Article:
GI Systems & Disorders

At Minnesota Gastroenterology, we know that patients and families want to know as much as they can about the GI system and disorders that affect their daily lives.  Refer to the list below to find the information that is most helpful to you.  If you still have questions, please contact us through our website Quick Links or call (612) 871-1145 to make an office appointment.

A B C D E F G H I L M N P S T U V W

Hereditary Hemochromatosis

What is Hereditary Hemochromatosis?
Hereditary Hemochromatosis is a genetic disease that results in excess iron absorption and subsequent organ damage.

What causes hemochromatosis?
The main cause of Hereditary Hemochromatosis is a mutation in the HFE gene, which helps regulate the amount of iron absorbed from the food we eat. Those who inherit the mutation from both parents may develop hemochromatosis. Those who inherit the mutation from only one parent are considered carriers for the disease, and usually do not accumulate excess iron or develop significant organ damage.

What are the symptoms of hemochromatosis?
Many patients with hemochromatosis will not have any symptoms and may be referred to a gastroenterologist for abnormal liver tests found on routine lab checks. When present, symptoms of hemochromatosis may include joint pains, fatigue, abdominal pain, skin discoloration, impotence, or heart problems.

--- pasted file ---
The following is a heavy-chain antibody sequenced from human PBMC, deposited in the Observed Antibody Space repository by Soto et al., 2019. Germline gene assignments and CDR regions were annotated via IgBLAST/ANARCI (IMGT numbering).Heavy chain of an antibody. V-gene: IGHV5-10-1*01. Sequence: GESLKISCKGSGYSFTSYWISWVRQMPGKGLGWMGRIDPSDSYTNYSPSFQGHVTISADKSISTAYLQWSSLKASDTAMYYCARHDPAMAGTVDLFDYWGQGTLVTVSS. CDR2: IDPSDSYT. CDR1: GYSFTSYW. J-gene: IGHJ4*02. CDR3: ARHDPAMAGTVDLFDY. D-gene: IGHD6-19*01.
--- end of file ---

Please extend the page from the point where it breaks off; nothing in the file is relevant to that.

How is hemochromatosis diagnosed?
In patients with elevated iron levels, genetic testing is preformed to look for hemochromatosis. Liver biopsy may be performed to confirm the diagnosis or determine the extent of damage to the liver.

What is the treatment for Hemochromatosis?
Treatment is with phlebotomies, or donating blood weekly until iron stores reach a normal level. This process may take a year or longer. The goal is to maintain a normal amount of iron in the body

What are the long-term effects?
Some patients may present with untreated Hemochromatosis may develop liver damage which if unchecked, can lead to advanced liver disease. If left untreated heart disease or diabetes may also occur. Most patients with hemochromatosis who are treated early have a normal life expectancy.

Additional Resources:
American Liver Foundation
http://www.liverfoundation.org